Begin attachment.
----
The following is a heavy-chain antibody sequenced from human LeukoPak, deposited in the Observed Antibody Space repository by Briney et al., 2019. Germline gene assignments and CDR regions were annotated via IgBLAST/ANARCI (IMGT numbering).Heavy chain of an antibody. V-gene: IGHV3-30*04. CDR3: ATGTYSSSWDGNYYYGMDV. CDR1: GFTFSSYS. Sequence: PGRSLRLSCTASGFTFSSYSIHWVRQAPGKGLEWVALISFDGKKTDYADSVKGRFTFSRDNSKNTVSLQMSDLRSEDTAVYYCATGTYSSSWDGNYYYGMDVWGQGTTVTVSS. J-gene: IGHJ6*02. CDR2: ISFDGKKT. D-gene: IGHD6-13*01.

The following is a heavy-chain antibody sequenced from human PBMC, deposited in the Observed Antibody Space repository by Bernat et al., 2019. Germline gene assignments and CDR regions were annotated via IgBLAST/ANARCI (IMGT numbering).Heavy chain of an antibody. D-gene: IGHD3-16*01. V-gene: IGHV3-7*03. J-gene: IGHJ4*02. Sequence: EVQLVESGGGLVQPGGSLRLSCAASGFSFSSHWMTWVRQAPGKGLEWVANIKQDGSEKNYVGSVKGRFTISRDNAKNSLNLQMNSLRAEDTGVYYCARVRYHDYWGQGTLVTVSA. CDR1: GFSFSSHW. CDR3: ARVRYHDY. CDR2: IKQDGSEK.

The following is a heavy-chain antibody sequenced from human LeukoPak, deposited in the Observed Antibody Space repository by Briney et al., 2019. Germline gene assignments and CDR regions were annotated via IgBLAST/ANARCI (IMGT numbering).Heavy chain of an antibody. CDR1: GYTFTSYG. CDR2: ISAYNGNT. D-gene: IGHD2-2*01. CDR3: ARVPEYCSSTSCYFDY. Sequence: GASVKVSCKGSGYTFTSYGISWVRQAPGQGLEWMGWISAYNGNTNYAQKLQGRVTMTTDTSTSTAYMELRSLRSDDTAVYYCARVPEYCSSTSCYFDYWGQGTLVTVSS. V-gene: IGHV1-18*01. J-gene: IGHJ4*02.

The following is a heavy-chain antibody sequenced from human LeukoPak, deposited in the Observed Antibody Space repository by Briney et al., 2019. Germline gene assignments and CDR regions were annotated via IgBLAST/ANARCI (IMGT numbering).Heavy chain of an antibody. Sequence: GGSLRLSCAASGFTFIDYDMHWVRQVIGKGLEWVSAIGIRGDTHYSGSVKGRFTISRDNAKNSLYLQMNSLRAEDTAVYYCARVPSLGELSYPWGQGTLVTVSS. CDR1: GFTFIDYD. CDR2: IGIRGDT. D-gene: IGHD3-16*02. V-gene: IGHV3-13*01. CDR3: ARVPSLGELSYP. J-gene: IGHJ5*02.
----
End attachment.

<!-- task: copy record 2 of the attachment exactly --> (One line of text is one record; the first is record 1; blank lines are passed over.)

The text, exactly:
The following is a heavy-chain antibody sequenced from human PBMC, deposited in the Observed Antibody Space repository by Bernat et al., 2019. Germline gene assignments and CDR regions were annotated via IgBLAST/ANARCI (IMGT numbering).Heavy chain of an antibody. D-gene: IGHD3-16*01. V-gene: IGHV3-7*03. J-gene: IGHJ4*02. Sequence: EVQLVESGGGLVQPGGSLRLSCAASGFSFSSHWMTWVRQAPGKGLEWVANIKQDGSEKNYVGSVKGRFTISRDNAKNSLNLQMNSLRAEDTGVYYCARVRYHDYWGQGTLVTVSA. CDR1: GFSFSSHW. CDR3: ARVRYHDY. CDR2: IKQDGSEK.